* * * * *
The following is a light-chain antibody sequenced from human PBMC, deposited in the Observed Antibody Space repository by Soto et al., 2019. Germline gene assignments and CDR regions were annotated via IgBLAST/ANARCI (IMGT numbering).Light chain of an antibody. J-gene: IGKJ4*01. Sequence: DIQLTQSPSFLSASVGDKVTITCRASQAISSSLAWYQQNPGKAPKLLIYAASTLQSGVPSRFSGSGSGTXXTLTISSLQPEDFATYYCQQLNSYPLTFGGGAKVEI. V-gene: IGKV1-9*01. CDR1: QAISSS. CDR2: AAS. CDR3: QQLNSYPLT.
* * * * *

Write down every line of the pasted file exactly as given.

The following is a light-chain antibody sequenced from human PBMC, deposited in the Observed Antibody Space repository by Soto et al., 2019. Germline gene assignments and CDR regions were annotated via IgBLAST/ANARCI (IMGT numbering).Light chain of an antibody. J-gene: IGKJ4*01. Sequence: DIQLTQSPSFLSASVGDKVTITCRASQAISSSLAWYQQNPGKAPKLLIYAASTLQSGVPSRFSGSGSGTXXTLTISSLQPEDFATYYCQQLNSYPLTFGGGAKVEI. V-gene: IGKV1-9*01. CDR1: QAISSS. CDR2: AAS. CDR3: QQLNSYPLT.